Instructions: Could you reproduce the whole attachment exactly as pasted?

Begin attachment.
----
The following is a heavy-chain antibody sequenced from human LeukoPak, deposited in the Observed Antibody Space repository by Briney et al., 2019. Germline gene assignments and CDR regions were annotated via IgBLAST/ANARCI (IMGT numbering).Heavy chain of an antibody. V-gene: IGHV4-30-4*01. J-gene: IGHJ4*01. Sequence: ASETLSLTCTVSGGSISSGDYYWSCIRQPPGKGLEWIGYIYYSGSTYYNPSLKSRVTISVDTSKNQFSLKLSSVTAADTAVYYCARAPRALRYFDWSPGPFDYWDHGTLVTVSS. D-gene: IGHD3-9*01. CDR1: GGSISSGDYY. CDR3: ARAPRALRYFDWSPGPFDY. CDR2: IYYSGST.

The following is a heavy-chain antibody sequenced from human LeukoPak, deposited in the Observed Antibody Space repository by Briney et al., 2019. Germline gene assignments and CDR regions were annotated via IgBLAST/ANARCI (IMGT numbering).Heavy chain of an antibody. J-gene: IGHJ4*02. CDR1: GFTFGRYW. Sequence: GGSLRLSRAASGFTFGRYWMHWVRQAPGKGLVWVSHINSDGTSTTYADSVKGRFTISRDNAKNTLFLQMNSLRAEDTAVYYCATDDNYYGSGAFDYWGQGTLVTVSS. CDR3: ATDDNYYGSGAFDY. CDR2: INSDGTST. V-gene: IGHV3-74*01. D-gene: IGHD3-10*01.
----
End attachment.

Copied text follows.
The following is a heavy-chain antibody sequenced from human LeukoPak, deposited in the Observed Antibody Space repository by Briney et al., 2019. Germline gene assignments and CDR regions were annotated via IgBLAST/ANARCI (IMGT numbering).Heavy chain of an antibody. V-gene: IGHV4-30-4*01. J-gene: IGHJ4*01. Sequence: ASETLSLTCTVSGGSISSGDYYWSCIRQPPGKGLEWIGYIYYSGSTYYNPSLKSRVTISVDTSKNQFSLKLSSVTAADTAVYYCARAPRALRYFDWSPGPFDYWDHGTLVTVSS. D-gene: IGHD3-9*01. CDR1: GGSISSGDYY. CDR3: ARAPRALRYFDWSPGPFDY. CDR2: IYYSGST.

The following is a heavy-chain antibody sequenced from human LeukoPak, deposited in the Observed Antibody Space repository by Briney et al., 2019. Germline gene assignments and CDR regions were annotated via IgBLAST/ANARCI (IMGT numbering).Heavy chain of an antibody. J-gene: IGHJ4*02. CDR1: GFTFGRYW. Sequence: GGSLRLSRAASGFTFGRYWMHWVRQAPGKGLVWVSHINSDGTSTTYADSVKGRFTISRDNAKNTLFLQMNSLRAEDTAVYYCATDDNYYGSGAFDYWGQGTLVTVSS. CDR3: ATDDNYYGSGAFDY. CDR2: INSDGTST. V-gene: IGHV3-74*01. D-gene: IGHD3-10*01.